Poignant, inspiring, sad, thoughtful, important. Those are the words I jotted down in my notebook as I toured the newly expanded WWII Valor in the Pacific National Monument and associated Pearl Harbor Historic Sites on Oahu earlier this month. To be frank, I didn’t know much about the site before I visited — my childhood introduction to the USS Arizona Memorial was The Brady Bunch TV family’s visit in the 1970s. In a high school history class, I vaguely remember covering the events leading to the United States’ involvement in World War II. In recent years, I rented Pearl Harbor from Netflix.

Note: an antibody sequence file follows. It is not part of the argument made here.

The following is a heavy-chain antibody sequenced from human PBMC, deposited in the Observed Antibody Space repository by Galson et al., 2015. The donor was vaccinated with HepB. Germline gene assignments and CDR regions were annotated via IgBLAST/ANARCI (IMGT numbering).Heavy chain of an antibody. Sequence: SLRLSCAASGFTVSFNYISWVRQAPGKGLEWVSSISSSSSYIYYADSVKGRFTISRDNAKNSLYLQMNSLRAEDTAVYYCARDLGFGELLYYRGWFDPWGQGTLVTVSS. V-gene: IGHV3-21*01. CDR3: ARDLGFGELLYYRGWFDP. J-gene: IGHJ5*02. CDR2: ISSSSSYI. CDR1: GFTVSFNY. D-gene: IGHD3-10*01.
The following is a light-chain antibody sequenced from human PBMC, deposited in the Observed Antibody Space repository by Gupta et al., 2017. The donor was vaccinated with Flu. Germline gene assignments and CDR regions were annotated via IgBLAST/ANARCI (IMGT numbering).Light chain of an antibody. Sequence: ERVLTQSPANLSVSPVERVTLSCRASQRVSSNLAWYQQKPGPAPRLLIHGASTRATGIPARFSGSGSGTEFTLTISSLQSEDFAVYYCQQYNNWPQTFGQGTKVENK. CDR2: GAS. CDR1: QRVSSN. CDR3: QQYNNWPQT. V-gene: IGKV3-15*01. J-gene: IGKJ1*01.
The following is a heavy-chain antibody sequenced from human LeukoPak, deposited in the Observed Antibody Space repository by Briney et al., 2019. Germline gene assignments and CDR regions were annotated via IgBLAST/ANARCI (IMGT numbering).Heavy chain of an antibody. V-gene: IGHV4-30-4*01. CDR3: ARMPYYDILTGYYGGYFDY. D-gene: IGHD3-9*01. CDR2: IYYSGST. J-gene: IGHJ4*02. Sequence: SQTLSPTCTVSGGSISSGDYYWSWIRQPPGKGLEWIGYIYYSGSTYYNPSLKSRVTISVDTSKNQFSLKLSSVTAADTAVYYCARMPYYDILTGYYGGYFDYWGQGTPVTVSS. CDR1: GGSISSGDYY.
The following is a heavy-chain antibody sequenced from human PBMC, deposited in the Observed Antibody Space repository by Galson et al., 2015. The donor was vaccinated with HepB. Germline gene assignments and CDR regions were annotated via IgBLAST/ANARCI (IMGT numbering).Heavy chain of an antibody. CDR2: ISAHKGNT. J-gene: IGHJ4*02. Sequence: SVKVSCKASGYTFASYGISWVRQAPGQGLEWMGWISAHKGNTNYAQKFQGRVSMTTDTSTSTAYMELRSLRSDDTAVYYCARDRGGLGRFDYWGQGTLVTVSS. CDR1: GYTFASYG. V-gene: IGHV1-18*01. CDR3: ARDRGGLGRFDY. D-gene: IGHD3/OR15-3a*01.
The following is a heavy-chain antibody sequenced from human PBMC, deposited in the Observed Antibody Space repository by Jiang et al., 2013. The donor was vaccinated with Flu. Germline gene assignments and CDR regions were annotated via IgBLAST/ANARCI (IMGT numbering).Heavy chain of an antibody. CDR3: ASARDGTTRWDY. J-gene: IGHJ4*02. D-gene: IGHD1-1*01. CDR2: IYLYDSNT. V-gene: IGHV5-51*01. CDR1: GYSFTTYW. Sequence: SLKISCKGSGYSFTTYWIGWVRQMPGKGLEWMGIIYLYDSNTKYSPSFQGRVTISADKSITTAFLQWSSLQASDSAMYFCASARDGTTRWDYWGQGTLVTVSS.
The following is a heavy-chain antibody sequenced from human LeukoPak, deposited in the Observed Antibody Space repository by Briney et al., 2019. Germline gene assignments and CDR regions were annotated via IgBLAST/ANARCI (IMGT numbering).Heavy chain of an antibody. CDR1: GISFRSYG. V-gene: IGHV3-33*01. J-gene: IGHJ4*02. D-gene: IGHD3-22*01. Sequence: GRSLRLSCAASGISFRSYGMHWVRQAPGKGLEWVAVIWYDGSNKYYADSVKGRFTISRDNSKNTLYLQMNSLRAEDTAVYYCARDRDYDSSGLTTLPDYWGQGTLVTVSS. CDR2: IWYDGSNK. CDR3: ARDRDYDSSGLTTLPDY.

However, after touring the memorial firsthand, watching a fascinating documentaries about that fateful day, listening to survivors speak emotionally about their distant memories, and walking through museums filled with historic artifacts and memorabilia, I came away with a much more thorough understanding of how the Japanese attack on Pearl Harbor affected so many American lives and how and why it altered the course of our nation’s history.
I also found out that my husband’s great grandfather, at the time a Lieutenant Commander in the U.S. Navy, was at Pearl Harbor on December 7, 1941. He survived, but 2,390 servicemen and civilians on Oahu that day did not.
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